By Anna Merlan
By Keegan Hamilton
By Albert Samaha
By Darwin BondGraham
By Keegan Hamilton
By Anna Merlan
By Anna Merlan
By Tessa Stuart
Just because you're having the reception at Dojo doesn't mean you shouldn't dress up for the party. No matter how bohemian you are, you kind of have to wear a fresh outfit on the big day, even if it's only a new pair of jeans and an undershirt straight from the package.
But surely you can do a little better? You may not want your friends to see you in an ankle-sweeping white gown, or a morning coat, but maybe you can manage something a little festive? With your modest budget and insouciant tastes in mind, we made a tour of downtown clothing stores in search of nuptial-worthy outfits.
We were lucky. In the spring, there are always plenty of frothy clothes around, so our task was a lot easier than it would be if we hit the stores in, say, November. At Anthropologie, a shop that specializes in airy-fairy garments, there are plenty of sheer, chiffony getups for a prospective bride, from the gal who refuses to go any further than a frill of ecru lace decorating her red-and-white-striped tank top ($48) to the quasi-traditionalist who can't shake a desire for a long dress. A pinkish-gray number (you weren't really going to wear white, were you?) has straps that cross and lace in front, an homage, perhaps, to the Met's current Goddess exhibit ($148). If you prefer separates (the better to recycle into your wardrobe immediately after the ceremony), there is a gauzy blouse embroidered with flowers ($68) that could be paired with one of the store's many peasant-y skirts, which include a sky blue (something blue?) skirt that is not only appliquéd with flowers lifted from vintage handkerchiefs (something old?) but employs the hankies themselves to createyou guessed ita handkerchief hem ($118).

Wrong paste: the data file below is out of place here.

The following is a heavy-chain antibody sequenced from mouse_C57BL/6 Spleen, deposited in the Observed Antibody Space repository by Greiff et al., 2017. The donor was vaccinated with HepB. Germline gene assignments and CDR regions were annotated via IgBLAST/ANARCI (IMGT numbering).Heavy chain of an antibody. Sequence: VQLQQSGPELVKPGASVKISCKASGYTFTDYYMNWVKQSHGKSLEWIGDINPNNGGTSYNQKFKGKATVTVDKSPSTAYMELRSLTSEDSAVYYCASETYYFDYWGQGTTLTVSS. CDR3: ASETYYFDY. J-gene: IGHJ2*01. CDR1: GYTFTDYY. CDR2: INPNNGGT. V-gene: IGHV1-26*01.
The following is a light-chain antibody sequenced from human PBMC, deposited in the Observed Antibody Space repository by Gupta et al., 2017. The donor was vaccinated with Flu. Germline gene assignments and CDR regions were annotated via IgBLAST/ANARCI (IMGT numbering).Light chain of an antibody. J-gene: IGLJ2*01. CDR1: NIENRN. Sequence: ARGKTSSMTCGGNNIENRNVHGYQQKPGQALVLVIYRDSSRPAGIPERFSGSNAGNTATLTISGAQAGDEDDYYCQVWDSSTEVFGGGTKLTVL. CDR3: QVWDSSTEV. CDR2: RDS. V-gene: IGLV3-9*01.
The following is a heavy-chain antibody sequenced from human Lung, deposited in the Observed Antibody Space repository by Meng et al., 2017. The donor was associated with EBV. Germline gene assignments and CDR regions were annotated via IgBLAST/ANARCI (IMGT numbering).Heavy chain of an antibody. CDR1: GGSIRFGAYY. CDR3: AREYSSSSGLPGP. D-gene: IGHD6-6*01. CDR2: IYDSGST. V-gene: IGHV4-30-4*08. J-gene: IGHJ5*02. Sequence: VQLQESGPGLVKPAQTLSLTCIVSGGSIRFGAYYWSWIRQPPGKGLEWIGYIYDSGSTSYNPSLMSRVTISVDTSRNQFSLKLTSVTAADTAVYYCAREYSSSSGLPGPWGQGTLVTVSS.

At Daffy's on Fifth Avenue, the big draw is the lingeriethere are enough silk slips and transparent camisoles here to outfit any number of Cat on a Hot Tin Roof summer stock productions, and almost everything is in the under-$20 category. Upstairs, there's a white caftan with a label reading Patrizia Pepe Firenze; if you believe the ticket, this garment started life at $175 and is now $39.99. In any case, it would make the bride (or groom) look a little like Talitha Getty, the doomed wife of a dissolute Getty heir who spent a lot of time swooning around terraces in caftans and died of a heroin overdose, none of which has prevented her from becoming a current style icon. Daffy's also has a collection of puffy gowns that are surely intended for proms and, though most of them are in regrettable shades of turquoise and orange, there is at least one off-white gown, flecked here and there with rhinestones, for a happy $39.99.
At first it doesn't seem that the flip-flop-laden, T-shirt-heavy Urban Outfitters will yield anything for the prospective bride, but a careful search turns up a pale green dress of crinkled cotton with a fluted hem, a high waist, and curious braid trim around the neck and armholes, giving the wearer the air of yet another latter-day goddess ($78). And even Old Navya ridiculous place to look, you might assumehas a lovely linen halter top, in traditional white or lilac (for the bridesmaids?) with a row of eyelet lace to subtly emphasize the poitrine, and all for $19.50. This could be worn with a skirt purchased at the outdoor market at Spring and Wooster, where, among other offerings, there is a triple-tiered version with an old fashioned lace overlay for $35.
As for the groom (or grooms, if that is the case) it might be fun to don a traditional tux or cutaway jacket, perhaps subverted by a pair of jeans if the entire ensemble is a bit too-too. For this, vintage seems the best bet, but our first stop, the Cheap Jack's near Union Square, is a disappointment. The formal jackets downstairs are not exactly what you'd call pristine (the dove grays are in better shape than the whites) and their price, $125 each, isn't spectacular, plus there are no equally fancy pants anywhere in sight. (Upstairs, a rack of dingy Miss Havisham-worthy wedding gowns hangs from the ceiling; as we crane our necks, a salesclerk, bored, mutters, "What size?")
We have much better fortune at Alice Underground in Soho, where there are many, many tuxedo jackets (around $40) and equally formal $25 pants (sold separately) none of which seem to have cooties. If a shawl-collared jacket feels too serious, there is also a $35 white tuxedo shirt whose traditional pleats have been replaced by a dense swath of black sequinsan item that could be worn proudly by a groom with a sense of humor or his particularly saucy consort.